Creating job classes

Job classes

Job classes are groups of positions that are created using set criteria. Positions form a job class if they share the following three characteristics:

  • they have similar duties and responsibilities;
  • they require similar qualifications; and,
  • they are part of the same compensation plan and are within the same range of salary rates.

Defining positions

A position is a role held by an employee in an organization - that includes all full-time, part-time, casual, seasonal and temporary positions in the workplace. Positions that are temporarily vacant at the time of the pay equity exercise must also be included.

For more information, please consult the guide Definition of Employee.

Grouping positions into job classes

Use the following guidelines to determine if positions can be grouped into the same job class.

1. Positions with similar duties and responsibilities

Although the duties and responsibilities of positions do not have to be identical, they must be similar to be part of the same job class.

When determining whether the positions have similar duties and responsibilities consider:

  • the equipment used;
  • all tasks performed; and,
  • the level of responsibility and authority.

2. Positions with similar qualifications

To determine whether positions require similar qualifications, look at the level of knowledge, experience and skills or training required to do the job.

The qualifications requirement should reflect the minimum requirements needed to hold the position, as defined by the employer.

Consider the following factors to determine whether positions require similar qualifications:

  • the specific degree, professional designation or certification required for the position;
  • the number of years of experience required;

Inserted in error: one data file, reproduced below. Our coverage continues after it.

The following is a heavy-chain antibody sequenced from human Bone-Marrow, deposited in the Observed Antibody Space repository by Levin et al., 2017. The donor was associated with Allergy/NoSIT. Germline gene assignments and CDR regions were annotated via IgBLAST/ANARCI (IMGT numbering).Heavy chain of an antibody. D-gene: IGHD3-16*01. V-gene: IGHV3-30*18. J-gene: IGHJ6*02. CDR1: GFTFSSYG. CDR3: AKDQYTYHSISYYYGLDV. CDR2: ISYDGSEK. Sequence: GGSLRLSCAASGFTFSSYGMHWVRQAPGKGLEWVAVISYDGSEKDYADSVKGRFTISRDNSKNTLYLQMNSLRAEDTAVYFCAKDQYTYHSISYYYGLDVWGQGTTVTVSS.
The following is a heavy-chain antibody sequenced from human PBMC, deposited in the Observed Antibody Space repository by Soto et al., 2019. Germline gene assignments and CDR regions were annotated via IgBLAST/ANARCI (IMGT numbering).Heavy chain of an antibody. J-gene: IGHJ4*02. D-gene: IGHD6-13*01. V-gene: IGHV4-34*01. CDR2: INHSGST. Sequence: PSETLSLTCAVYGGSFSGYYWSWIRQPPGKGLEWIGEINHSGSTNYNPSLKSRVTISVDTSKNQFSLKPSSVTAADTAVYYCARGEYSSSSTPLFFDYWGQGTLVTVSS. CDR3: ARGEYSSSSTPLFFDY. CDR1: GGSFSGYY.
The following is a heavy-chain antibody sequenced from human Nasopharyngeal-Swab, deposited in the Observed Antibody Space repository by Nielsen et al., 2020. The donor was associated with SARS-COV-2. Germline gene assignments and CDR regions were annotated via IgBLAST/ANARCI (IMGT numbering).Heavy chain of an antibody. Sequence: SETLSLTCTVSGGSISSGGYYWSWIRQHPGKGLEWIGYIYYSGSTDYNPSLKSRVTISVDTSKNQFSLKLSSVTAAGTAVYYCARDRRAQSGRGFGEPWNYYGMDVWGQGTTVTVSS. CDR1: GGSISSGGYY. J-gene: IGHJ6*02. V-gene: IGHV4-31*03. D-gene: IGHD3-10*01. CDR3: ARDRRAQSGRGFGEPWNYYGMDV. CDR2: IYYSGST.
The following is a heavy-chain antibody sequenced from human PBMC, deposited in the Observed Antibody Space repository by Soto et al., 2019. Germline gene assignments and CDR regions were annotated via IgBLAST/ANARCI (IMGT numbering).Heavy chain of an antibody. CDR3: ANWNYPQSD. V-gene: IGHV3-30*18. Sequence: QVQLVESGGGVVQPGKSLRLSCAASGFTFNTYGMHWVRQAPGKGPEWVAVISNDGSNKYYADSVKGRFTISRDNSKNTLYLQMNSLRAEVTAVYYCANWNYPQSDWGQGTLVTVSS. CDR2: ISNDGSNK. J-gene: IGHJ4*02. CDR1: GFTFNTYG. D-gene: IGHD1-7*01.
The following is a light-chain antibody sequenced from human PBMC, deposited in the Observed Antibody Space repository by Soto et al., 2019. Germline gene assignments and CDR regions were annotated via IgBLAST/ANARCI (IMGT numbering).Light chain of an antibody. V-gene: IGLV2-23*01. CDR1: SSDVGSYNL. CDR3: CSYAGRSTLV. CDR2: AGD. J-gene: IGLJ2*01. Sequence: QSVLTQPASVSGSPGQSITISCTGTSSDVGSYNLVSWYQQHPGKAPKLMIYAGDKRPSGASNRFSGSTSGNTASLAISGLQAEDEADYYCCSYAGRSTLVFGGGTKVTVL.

• proficiency with certain software;
  • specific industry knowledge; or,
  • the ability to perform certain tasks requiring specific physical skills.

3. Positions within the same compensation plan and salary range

Positions can be part of the same job class if they share the same compensation plan and salary range.

A compensation plan includes all of the compensation elements that an organization provides to their employees for the work that they do. This can include direct payments (e.g., salary), indirect payments (e.g., contributing to a pension) and benefits (e.g., medical).

A salary refers to a fixed or predictable amount of money agreed on as pay for an employee.

A range of salary rates provides a scale of salary amounts set between low to high monetary values for a position. This concept can also be referred to as a salary range, a pay band or a pay scale.

Job classes in the core public administration

In the case of the core public administration only, positions that are in the same group and level form a single job class.

For example, the classification of clerical and regulatory clerk, commonly referred to as CR, has seven levels. Level 1 clerical and regulatory positions (CR-01) within the core public administration must be considered as a single job class. This means that a seven-level classification is made up of seven different job classes, each with varying salary steps or salary increments.

Example: Clerical and regulatory clerk classification structure (2021 rates)Table note 1

  Salary rate
Job class Step 1 Step 2 Step 3 Step 4 Step 5 Step 6
CR-01 $37,257 $38,033 $38,821 $39,608 $40,376 $41,162
CR-02 $40,439 $41,373 $42,292 $43,215 n/a n/a
CR-03 $45,869 $47,071 $48,274 $49,478 n/a n/a
CR-04 $50,821 $52,171 $53,518 $54,857 n/a n/a
CR-05 $55,543 $57,067 $58,608 $60,130 n/a n/a
CR-06 $63,220 $64,882 $66,529 $68,194 n/a n/a
CR-07 $70,125 $72,066 $74,008 $75,970 n/a n/a

The table shows that job class CR-01, steps 1 to 6, make up one job class. Job class CR-02, steps 1 to 4, make up another job class. The same rule applies for job classes CR-03, CR-04, CR-05, CR-06 and CR-07.

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